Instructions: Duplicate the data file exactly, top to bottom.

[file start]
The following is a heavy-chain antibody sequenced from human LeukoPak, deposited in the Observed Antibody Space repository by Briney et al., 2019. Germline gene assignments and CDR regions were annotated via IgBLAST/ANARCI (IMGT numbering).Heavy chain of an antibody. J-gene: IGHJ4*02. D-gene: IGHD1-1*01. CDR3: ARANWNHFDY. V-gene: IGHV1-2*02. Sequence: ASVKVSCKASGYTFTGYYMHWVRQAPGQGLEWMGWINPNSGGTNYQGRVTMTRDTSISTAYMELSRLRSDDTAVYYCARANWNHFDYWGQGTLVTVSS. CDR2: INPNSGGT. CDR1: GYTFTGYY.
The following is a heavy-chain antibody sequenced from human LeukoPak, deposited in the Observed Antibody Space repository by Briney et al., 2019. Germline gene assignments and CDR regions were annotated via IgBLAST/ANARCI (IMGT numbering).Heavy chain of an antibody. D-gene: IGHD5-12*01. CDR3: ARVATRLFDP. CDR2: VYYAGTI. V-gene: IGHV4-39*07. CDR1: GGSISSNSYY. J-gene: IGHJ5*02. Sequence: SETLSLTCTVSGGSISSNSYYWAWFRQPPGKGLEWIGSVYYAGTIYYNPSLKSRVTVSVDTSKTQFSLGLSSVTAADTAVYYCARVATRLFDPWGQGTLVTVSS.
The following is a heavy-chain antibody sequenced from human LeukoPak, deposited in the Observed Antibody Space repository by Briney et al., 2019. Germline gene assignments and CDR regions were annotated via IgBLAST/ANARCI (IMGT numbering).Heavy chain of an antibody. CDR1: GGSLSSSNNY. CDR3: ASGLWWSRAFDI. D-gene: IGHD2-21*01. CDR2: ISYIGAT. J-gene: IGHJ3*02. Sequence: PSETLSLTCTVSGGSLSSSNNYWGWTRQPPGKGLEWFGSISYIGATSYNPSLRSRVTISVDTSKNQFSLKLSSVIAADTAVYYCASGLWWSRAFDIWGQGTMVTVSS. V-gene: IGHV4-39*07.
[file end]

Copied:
The following is a heavy-chain antibody sequenced from human LeukoPak, deposited in the Observed Antibody Space repository by Briney et al., 2019. Germline gene assignments and CDR regions were annotated via IgBLAST/ANARCI (IMGT numbering).Heavy chain of an antibody. J-gene: IGHJ4*02. D-gene: IGHD1-1*01. CDR3: ARANWNHFDY. V-gene: IGHV1-2*02. Sequence: ASVKVSCKASGYTFTGYYMHWVRQAPGQGLEWMGWINPNSGGTNYQGRVTMTRDTSISTAYMELSRLRSDDTAVYYCARANWNHFDYWGQGTLVTVSS. CDR2: INPNSGGT. CDR1: GYTFTGYY.
The following is a heavy-chain antibody sequenced from human LeukoPak, deposited in the Observed Antibody Space repository by Briney et al., 2019. Germline gene assignments and CDR regions were annotated via IgBLAST/ANARCI (IMGT numbering).Heavy chain of an antibody. D-gene: IGHD5-12*01. CDR3: ARVATRLFDP. CDR2: VYYAGTI. V-gene: IGHV4-39*07. CDR1: GGSISSNSYY. J-gene: IGHJ5*02. Sequence: SETLSLTCTVSGGSISSNSYYWAWFRQPPGKGLEWIGSVYYAGTIYYNPSLKSRVTVSVDTSKTQFSLGLSSVTAADTAVYYCARVATRLFDPWGQGTLVTVSS.
The following is a heavy-chain antibody sequenced from human LeukoPak, deposited in the Observed Antibody Space repository by Briney et al., 2019. Germline gene assignments and CDR regions were annotated via IgBLAST/ANARCI (IMGT numbering).Heavy chain of an antibody. CDR1: GGSLSSSNNY. CDR3: ASGLWWSRAFDI. D-gene: IGHD2-21*01. CDR2: ISYIGAT. J-gene: IGHJ3*02. Sequence: PSETLSLTCTVSGGSLSSSNNYWGWTRQPPGKGLEWFGSISYIGATSYNPSLRSRVTISVDTSKNQFSLKLSSVIAADTAVYYCASGLWWSRAFDIWGQGTMVTVSS. V-gene: IGHV4-39*07.